Jake drew that logo a little over a decade ago (’03?) and has been asked may times over the years to build the axe that logo represents. Well, he finally got around to it…sorta.

We’d show you video and pictures of our own but were never able to get close enough to Jake at SHOT to club him unconscious (or roofie him). You’ll have to settle for these.

Hoback says the MCUT had its genesis in a desire to bring his logo to life in steel, but to do something different from what is an already crowded combat/tactical/taticool tomahawk market. He wanted it to be more than an axe, more than a breaching tool, but not one of those it’s-a-great-concept-but-poor-execution tools that’re often less than truly functional.

He wanted it to be a “Jack of All Trades” type implement, but not a jackin’ off exercise in tactarded futility.

With that in mind he designed the Modular Combat Utility Tool, which is a bit of a mouthful but does look to live up to its name. Here’s a quick rundown.

The base is Type III hard-anodized, 6061T6 aluminum handle, assembled from a total of 7 pieces.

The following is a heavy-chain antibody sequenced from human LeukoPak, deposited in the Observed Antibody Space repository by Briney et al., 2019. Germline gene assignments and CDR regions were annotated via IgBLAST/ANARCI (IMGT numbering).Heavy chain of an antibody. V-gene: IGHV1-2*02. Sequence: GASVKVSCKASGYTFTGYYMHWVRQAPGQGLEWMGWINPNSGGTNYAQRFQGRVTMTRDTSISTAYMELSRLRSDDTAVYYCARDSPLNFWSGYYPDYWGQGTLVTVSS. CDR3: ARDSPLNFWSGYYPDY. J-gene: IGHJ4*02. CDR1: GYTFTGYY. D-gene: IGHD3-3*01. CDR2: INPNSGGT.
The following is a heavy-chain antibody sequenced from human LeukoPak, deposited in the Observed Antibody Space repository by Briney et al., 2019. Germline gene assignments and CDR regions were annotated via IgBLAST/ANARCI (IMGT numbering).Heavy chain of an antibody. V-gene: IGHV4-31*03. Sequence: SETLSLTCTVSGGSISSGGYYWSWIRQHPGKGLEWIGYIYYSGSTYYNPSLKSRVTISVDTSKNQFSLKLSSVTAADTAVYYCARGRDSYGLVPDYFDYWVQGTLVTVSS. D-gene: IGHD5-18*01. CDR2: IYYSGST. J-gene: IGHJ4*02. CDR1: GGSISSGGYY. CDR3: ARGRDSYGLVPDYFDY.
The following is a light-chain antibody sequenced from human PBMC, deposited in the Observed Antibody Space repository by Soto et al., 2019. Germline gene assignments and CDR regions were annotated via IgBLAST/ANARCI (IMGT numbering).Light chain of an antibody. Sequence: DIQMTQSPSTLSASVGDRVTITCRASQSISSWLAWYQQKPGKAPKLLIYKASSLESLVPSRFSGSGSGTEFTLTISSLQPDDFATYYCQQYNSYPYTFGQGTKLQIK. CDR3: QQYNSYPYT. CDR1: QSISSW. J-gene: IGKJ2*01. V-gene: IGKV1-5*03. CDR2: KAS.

• Haft
  • Modular head
  • Cover plate
  • Two (2) x ¼-20 stainless black button head cap screws
  • Two (2) x 3/16th hardened stainless dowel pins (three of them)

The top of the haft is built with a machine-tooled pocket that holds the dowels, screws, and cover plate. This is the feature that allows you to switch the MCUT between different configurations dependent on mission and needs.

The first run of custom MCUTs will bear the signature Hoback axes head. Later they will offer heads designed for different tasks (breaching, digging, throwing, an evening of relaxing Úlfheðinn berserkergang, etc.).

Fighter Pilot of the Tuskegee Airmen

Hoback promises new videos on his YouTube channel each time he completes one of the new heads.

HOBACK KNIVES MCUT SPECIFICATIONS

  • Modular Head – .1875 Thick 80CrV2 for the Axe Head
  • Haft – .75 Thick, 6061T6 Aluminum, Type III Hard-Anodized, Fully 3D-Machined for Texture
  • Overall Length: 10 in.
  • Main Blade Length: 5 in.
  • Secondary Blade Length – 2.25 in.
  • Haft color – Dark Grey Anodized
  • Head color – TBD
  • Kydex Sheath

You can find the MCUT online right here.

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Pacific War Diary

During World War II, the United States Marines played a central role in the battle for the islands of the Pacific. Marine Corps veteran Bill Swanson was often in the first wave to hit the beach in many of these brutal campaigns. In this episode, he paints a vivid picture of what it was like to fight in the “living hell” of these steaming jungles and swamps.  He shares his experiences on Bougainville, Guam and Iwo Jima, battling a hidden and determined enemy.